About a year after starting my job, an opening in the same company became available in a sub-office of the company District in another state.  The job reported to the district order desk manager (just as I did) and the functions were what I was currently performing in the district office, but the job had a fancier title and a salary of $300 more per month.  Wow! Was I ever psyched.  I knew the job functions, my husband was finishing his degree,  we could relocate and it seemed like a no-brainer that I should apply and ultimately get the job.  Wrong assumption! 
Yes I applied for the job, but got turned down.  The reason I was given was that “this job is not for a woman.”  No matter what arguments  I made….knowing the product line, the company, and performing the job functions competently for a year …..could change management’s view.   The next humiliation was when the new hire, a male who had no job experience with the company, no experience with the product line or supply chain management, appeared at my office to be trained by me for his new job.   Any illusions that I may have held about gender and pay equity quickly vanished. 
So it was deja vu for me when I heard a similar story given at the Democratic Convention the other evening.  And what does that story and my story have to do with today?  Plenty!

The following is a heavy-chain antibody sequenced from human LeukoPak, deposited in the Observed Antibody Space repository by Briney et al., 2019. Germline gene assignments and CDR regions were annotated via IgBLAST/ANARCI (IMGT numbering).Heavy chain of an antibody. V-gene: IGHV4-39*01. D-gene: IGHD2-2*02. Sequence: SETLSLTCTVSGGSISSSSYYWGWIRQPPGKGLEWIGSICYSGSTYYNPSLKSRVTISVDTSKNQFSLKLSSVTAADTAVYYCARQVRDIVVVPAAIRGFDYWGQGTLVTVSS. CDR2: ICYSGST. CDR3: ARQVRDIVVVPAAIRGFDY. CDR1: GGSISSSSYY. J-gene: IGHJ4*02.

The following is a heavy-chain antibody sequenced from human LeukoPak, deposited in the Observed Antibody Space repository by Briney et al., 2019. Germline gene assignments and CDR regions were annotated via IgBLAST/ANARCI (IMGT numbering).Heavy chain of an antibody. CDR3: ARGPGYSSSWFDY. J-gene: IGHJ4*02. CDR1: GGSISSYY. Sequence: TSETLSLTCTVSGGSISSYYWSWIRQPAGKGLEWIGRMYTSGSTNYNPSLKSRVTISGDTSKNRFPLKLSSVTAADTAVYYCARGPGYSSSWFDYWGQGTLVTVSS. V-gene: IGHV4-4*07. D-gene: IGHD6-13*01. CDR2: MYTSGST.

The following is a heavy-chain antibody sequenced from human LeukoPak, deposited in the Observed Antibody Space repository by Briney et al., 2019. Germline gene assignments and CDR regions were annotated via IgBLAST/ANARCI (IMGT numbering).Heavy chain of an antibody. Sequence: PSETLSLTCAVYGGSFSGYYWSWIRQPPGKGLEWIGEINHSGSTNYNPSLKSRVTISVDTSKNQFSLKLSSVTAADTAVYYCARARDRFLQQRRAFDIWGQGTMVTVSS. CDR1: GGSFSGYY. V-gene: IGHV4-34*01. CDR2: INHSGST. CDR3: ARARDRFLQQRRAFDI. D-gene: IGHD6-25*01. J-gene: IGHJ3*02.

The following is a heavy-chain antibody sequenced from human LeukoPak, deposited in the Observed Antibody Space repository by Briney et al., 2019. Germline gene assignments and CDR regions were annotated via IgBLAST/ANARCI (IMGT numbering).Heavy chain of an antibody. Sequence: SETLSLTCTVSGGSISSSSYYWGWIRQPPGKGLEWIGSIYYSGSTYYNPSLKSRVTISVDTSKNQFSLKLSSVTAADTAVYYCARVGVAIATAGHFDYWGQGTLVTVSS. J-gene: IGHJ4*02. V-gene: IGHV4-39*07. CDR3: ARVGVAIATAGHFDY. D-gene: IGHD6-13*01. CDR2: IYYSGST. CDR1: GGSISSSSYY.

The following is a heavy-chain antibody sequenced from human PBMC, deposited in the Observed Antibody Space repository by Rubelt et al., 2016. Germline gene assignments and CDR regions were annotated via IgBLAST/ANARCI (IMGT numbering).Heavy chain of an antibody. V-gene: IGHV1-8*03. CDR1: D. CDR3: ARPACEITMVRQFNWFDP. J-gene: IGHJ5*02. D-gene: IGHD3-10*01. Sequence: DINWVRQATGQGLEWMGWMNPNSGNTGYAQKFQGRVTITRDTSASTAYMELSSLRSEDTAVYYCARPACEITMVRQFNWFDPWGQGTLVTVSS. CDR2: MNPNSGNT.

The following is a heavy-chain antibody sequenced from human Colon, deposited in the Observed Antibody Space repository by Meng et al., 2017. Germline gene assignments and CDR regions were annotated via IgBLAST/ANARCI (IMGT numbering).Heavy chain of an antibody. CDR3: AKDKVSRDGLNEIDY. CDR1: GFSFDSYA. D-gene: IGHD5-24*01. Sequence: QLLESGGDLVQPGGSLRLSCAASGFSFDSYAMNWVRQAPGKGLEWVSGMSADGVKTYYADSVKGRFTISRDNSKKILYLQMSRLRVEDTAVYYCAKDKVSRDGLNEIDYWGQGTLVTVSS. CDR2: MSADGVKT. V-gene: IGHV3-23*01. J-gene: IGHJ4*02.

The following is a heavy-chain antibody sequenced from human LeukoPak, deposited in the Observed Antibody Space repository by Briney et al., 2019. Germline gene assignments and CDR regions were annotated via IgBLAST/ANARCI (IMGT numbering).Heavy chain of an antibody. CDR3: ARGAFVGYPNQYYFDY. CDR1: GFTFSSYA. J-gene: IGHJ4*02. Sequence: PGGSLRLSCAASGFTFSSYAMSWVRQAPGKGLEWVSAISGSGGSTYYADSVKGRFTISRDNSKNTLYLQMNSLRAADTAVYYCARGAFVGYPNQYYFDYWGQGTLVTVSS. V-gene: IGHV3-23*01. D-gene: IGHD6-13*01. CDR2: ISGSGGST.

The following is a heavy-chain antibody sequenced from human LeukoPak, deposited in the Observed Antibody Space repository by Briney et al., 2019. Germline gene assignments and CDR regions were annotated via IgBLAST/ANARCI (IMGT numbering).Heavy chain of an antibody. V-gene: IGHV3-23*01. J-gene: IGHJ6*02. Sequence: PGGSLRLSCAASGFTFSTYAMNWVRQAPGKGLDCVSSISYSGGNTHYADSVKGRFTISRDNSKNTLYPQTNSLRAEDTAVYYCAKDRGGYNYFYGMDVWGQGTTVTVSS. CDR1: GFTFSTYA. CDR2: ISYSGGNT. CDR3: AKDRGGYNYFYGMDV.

You might think that my story is 40 years old and that gender and pay inequity was wiped out a long time ago.   Guess again….not so.  At every educational level women continue to earn less than similarly educated men.  In a study conducted by the American Association University Women, the data showed that ten years after graduation the pay gap widens.  For example, in engineering and architecture there is parity in wages one year after graduation, but after ten years women earned only 93 percent of their male counterparts.  And in business and management the pay gap was even wider with women earning 69 percent of men’s wages compared to 81 percent one year after graduation (see Invest in Women Invest in America at ).
The issue of pay inequality is complex and requires action on several fronts.  Federal and state governments, employers, and women themselves are essential players in breaking down barriers that are holding women back.
One of government’s significant roles in breaking barriers is establishing policy and passing legislation that dismantles discriminatory practices.  The Lily Ledbetter Fair Pay Act, signed by President Obama in January 2009, is an example of this kind of action.